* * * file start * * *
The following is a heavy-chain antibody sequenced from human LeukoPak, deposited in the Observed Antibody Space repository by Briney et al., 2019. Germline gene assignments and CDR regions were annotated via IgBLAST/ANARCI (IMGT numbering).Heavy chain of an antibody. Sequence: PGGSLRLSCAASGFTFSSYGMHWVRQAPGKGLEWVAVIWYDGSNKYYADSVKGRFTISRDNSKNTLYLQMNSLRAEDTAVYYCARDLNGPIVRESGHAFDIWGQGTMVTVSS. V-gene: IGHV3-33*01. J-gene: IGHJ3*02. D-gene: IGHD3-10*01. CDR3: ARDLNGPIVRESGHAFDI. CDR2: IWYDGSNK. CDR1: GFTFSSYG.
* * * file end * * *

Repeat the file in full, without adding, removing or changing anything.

The following is a heavy-chain antibody sequenced from human LeukoPak, deposited in the Observed Antibody Space repository by Briney et al., 2019. Germline gene assignments and CDR regions were annotated via IgBLAST/ANARCI (IMGT numbering).Heavy chain of an antibody. Sequence: PGGSLRLSCAASGFTFSSYGMHWVRQAPGKGLEWVAVIWYDGSNKYYADSVKGRFTISRDNSKNTLYLQMNSLRAEDTAVYYCARDLNGPIVRESGHAFDIWGQGTMVTVSS. V-gene: IGHV3-33*01. J-gene: IGHJ3*02. D-gene: IGHD3-10*01. CDR3: ARDLNGPIVRESGHAFDI. CDR2: IWYDGSNK. CDR1: GFTFSSYG.